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QUIET WEEKEND: Solar activity is low. Not one of the six sunspot groups on the Earthside of the sun has the kind of unstable magnetic field that poses a threat for strong eruptions. NOAA forecasters estimate a scant 1% chance of X-class flares this weekend. Solar flare alerts: text, voice
NORTHERN LIGHTS: Earth is passing through a moderately fast stream of solar wind, and the encounter is sparking auroras around the Arctic Circle. During the early hours of Nov. 1st, Frank Olsen captured these panoramic images of the display over Roksøy, Norway:
"Because of the low-hanging half moon, the sky wasn't completely dark--perfect for aurora photography," says Olsen. "I had to put on some extra clothes to go out and take these pictures. Winter has arrived with a tiny layer of snow, and the air temperature was a chilly -8 C degrees."
Arctic photographers, keep your aurora outfit handy. NOAA forecasters estimate a 35% chance of polar geomagnetic storms this weekend as the solar wind continues to blow. Aurora alerts: text, voice
Realtime Aurora Photo Gallery
SOLAR ACIVITY ... BY THE NUMBERS: During the last two weeks of October, the biggest sunspot in nearly 25 years, AR2192, rotated across the solar disk crackling with strong flares. Spaceweather.com reader Sean Barnes
has prepared a summary of the eruptions. There were 26 M-flares, 6 X-flares and, perhaps most astronishly of all, zero Earth-directed CMEs. Click on the image below to browse the numbers in detail:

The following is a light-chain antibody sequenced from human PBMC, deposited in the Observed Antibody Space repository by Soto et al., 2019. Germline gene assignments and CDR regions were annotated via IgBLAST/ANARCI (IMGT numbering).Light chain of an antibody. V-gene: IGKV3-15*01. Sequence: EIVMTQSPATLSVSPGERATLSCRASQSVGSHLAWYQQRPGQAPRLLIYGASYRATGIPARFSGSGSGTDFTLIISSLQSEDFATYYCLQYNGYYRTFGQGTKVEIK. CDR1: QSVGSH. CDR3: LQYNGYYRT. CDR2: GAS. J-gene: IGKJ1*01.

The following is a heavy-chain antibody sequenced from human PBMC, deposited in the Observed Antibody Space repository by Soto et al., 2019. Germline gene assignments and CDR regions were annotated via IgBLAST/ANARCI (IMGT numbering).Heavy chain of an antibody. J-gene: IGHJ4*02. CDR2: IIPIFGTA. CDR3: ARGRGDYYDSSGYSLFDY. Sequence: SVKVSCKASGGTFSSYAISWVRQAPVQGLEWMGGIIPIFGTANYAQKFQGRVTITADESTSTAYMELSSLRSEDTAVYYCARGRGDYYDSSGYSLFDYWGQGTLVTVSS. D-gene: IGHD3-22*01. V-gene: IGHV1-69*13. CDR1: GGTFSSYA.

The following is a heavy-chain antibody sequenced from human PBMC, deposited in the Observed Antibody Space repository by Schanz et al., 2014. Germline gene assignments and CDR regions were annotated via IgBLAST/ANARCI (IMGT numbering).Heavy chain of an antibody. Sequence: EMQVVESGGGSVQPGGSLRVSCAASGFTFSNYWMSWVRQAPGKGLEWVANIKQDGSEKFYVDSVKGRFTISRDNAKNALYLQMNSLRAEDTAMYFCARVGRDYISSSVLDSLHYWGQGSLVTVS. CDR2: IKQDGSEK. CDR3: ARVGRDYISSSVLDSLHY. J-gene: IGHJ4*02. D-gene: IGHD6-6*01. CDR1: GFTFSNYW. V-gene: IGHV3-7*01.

The monster sunspot was remarkable for both the large number of flares it produced and the small number of CMEs. When the magnetic canopy of a sunspot explodes, it typically produces a flash of electromagnetic radiation (a solar flare) and hurls a billion-ton cloud of gas (a CME) into space. The two phenomena don't always go together, but they often do. AR2192, however, was "all flash." It produced lots of solar flares but very few CMEs--only one, in fact. No one knows why.
Because AR2192 hurled zero CMEs toward Earth, our planet did not experience any geomagnetic storms during the sunspot's apparition. For aurora watchers, the Great Sunspot was actually a bit of a dud.
Right now AR2192 is transiting the farside of the sun. If it does not decay too much while it is there, the sunspot could return intact to the Earthside before mid-November. Then the numbers will start increasing again. Stay tuned. Solar flare alerts: text, voice
Realtime Space Weather Photo Gallery
Realtime Eclipse Photo Gallery
Realtime Comet Photo Gallery
Every night, a network of NASA all-sky cameras scans the skies above the United States for meteoritic fireballs. Automated software maintained by NASA's Meteoroid Environment Office calculates their orbits, velocity, penetration depth in Earth's atmosphere and many other characteristics. Daily results are presented here on Spaceweather.com.
On Nov. 1, 2014, the network reported 17 fireballs.
(12 sporadics, 4 Northern Taurids, 1 omicron Eridanid)
In this diagram of the inner solar system, all of the fireball orbits intersect at a single point--Earth. The orbits are color-coded by velocity, from slow (red) to fast (blue). [Larger image] [movies]
Potentially Hazardous Asteroids (PHAs
) are space rocks larger than approximately 100m that can come closer to Earth than 0.05 AU. None of the known PHAs is on a collision course with our planet, although astronomers are finding new ones
all the time.
On November 1, 2014 there were potentially hazardous asteroids. Notes: LD means "Lunar Distance." 1 LD = 384,401 km, the distance between Earth and the Moon. 1 LD also equals 0.00256 AU. MAG is the visual magnitude of the asteroid on the date of closest approach.
| ||The official U.S. government space weather bureau |
| ||The first place to look for information about sundogs, pillars, rainbows and related phenomena. |
| ||Researchers call it a "Hubble for the sun." SDO is the most advanced solar observatory ever. |
| ||3D views of the sun from NASA's Solar and Terrestrial Relations Observatory |
| ||Realtime and archival images of the Sun from SOHO. |
| ||from the NOAA Space Environment Center |
| ||the underlying science of space weather |